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From André Warnier>
Subject Re: Tomcat unaware that connection has been dropped
Date Thu, 09 Jul 2015 10:17:57 GMT
Tecno Brain wrote:
> Hi Andre,
> These files can be huge (for a few of my clients). It can take more than an
> hour for the entire file to be generated.

Then you also have to take into account that when the browser issues a request to the 
server, it expects *some* answer within a maximum of about 5 minutes maximum.  If it 
doesn't get that, the browser will drop the connection and display a message like "the 
server is not responding"...

> I just didn't want to save them. I was expecting that if the file was too
> big, the process would just be aborted. As it is now, my webapp keeps
> working eventhough no browser is receiving the data.
> I guess I will have to save them (In S3) an notify my client via e-mail
> when the file is available.

I am not even sure that in such a case, having the file be generated by a webserver webapp

is the best design.  It means that when the browser issues such a request, one of the 
webserver's threads/children is busy with that request for a very extended period of time,

unable to do anything else.  That looks like an ideal case for a Denial of Service e.g.

You may want to re-examine the whole principle of this thing.
In some restaurants, if you want some special dish that take a long time to prepare, you 
have to order it in advance; you can't just walk in and order it from the menu.

> I'll also ask Amazon about it.
> Thank you,
> -Jorge
> On Thu, Jul 9, 2015 at 2:06 AM, André Warnier <> wrote:
>> Tecno Brain wrote:
>>> I am running Tomcat 8.0.20 in Ubuntu with Java 1.8u45
>>> This server runs in Amazon EC2 behind an ELB (load balancer), although the
>>> cluster size is just one server.
>>> My application allows to download some data in CSV format.
>>> The CSV data is generated on the fly, and there is no way to known in
>>> advance the size of the response. So, the data is an attachment.
>>>  response.setContentType("text/csv;charset=utf-8");
>>>  filename = "data.csv"
>>>  response.setHeader("Content-Disposition", "attachment; filename=\"" +
>>> filename + ".csv\"");
>>> The download starts immediately but after 100 MB the browser stopped
>>> received data -my internet connection was not the best-, so I canceled the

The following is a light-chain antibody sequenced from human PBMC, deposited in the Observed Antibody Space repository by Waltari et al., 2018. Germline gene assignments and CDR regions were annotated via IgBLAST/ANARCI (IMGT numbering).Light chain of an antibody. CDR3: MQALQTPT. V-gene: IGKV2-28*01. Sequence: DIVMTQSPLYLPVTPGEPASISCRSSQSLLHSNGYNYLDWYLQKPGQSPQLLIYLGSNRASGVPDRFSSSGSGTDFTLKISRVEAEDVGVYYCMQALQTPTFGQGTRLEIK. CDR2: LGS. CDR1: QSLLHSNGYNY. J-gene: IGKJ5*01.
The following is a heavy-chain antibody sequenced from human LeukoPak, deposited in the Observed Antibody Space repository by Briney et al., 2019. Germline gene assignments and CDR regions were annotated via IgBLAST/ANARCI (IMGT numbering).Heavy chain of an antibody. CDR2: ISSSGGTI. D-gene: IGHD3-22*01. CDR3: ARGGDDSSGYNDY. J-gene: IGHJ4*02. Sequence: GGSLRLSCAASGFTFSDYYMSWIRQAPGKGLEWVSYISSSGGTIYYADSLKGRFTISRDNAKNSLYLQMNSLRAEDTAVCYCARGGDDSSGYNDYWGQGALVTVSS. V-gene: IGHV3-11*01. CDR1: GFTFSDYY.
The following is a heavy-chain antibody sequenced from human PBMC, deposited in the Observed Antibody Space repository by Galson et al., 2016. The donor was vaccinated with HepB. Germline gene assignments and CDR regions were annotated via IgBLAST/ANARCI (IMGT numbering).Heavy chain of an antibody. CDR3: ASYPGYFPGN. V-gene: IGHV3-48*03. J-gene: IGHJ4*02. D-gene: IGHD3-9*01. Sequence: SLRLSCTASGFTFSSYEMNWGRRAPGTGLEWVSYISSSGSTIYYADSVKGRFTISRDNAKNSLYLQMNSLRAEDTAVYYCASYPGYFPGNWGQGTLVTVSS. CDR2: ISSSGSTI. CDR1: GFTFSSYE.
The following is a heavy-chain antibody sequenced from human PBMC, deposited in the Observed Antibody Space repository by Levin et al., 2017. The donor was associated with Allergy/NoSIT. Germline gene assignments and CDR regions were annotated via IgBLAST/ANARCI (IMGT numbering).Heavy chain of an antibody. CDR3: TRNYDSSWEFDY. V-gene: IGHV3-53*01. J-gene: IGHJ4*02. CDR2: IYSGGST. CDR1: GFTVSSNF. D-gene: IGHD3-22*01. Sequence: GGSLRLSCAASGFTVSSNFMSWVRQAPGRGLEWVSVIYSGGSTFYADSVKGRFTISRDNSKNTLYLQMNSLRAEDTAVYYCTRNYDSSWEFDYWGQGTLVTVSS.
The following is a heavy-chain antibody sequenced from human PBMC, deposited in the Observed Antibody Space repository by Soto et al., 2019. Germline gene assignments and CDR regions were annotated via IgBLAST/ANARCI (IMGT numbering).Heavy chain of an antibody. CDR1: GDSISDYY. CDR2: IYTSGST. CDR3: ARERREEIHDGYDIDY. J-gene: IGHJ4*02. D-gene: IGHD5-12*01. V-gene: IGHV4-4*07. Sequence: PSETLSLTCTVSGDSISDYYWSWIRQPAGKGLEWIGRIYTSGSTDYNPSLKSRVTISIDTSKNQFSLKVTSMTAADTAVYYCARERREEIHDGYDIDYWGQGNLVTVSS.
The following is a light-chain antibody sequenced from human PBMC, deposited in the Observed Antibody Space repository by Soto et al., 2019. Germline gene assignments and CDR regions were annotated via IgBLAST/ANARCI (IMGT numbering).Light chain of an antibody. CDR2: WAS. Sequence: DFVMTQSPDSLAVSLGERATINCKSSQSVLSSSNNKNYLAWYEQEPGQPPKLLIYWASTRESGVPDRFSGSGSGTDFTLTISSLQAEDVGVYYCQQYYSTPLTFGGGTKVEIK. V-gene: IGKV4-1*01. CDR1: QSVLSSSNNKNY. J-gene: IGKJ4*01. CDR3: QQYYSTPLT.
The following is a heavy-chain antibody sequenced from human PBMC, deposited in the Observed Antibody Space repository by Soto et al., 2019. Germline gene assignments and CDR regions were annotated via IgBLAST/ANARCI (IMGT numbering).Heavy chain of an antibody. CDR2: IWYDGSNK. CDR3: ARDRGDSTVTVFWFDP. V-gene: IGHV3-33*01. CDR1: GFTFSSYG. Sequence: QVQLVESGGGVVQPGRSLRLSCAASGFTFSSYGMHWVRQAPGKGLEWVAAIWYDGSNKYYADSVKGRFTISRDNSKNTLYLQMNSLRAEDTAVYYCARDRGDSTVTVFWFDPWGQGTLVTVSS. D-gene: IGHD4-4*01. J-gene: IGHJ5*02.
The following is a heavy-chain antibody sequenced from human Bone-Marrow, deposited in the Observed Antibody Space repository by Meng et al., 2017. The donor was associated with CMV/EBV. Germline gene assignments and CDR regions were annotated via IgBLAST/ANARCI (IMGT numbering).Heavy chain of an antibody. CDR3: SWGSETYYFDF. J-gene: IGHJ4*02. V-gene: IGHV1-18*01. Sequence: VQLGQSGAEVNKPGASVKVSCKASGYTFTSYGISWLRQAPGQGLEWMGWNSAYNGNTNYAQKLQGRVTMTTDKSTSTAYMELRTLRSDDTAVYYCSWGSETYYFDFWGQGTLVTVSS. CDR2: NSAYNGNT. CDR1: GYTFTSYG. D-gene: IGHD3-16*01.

>>> download as it was not progressing anymore.
>>> Nevertheless, my web app keeps generating the CSV data, unaware that the
>>> connection has been dropped. I was expecting that my code would get an
>>> IOException when writing to the servlet OutputStream (which was wrapped by
>>> a BufferedOutputStream and wrapped by an OutputStreamWriter).
>>> Is this a problem I can solve through the configuration of the NIO
>>> connector ?
>>> Or is this a problem of Amazon ELB that still consumes the stream even
>>> though it can't be forwarded to the browser anymore?
>> Yes, that kind of thing.  There may also be load-balancers, proxies,
>> gateways, etc. between Tomcat and the end-user browser.
>> As long as Tomcat itself is able to write to that connection, there is no
>> way for an application within Tomcat, to even find out that the ultimate
>> client has gone away.
>>> I don't remember having this problem when working with Apache HTTP as the
>>> load balancer. If I remember correctly, I would get an error indicating
>>> that the client closed the connection.
>> Yes, in some cases, because then there was less buffering in-between.
>>> Any pointers are appreciated.
>> If your generated files are really that big, I would suggest that the
>> Tomcat side writes them to disk to a temporary file, and then returns to
>> the client a short response, with a link where it can retrieve that file.
>> Then there could be a separate cleanup procedure, which cleans up such
>> temporary files when they are more than a certain age.
>>  -Jorge
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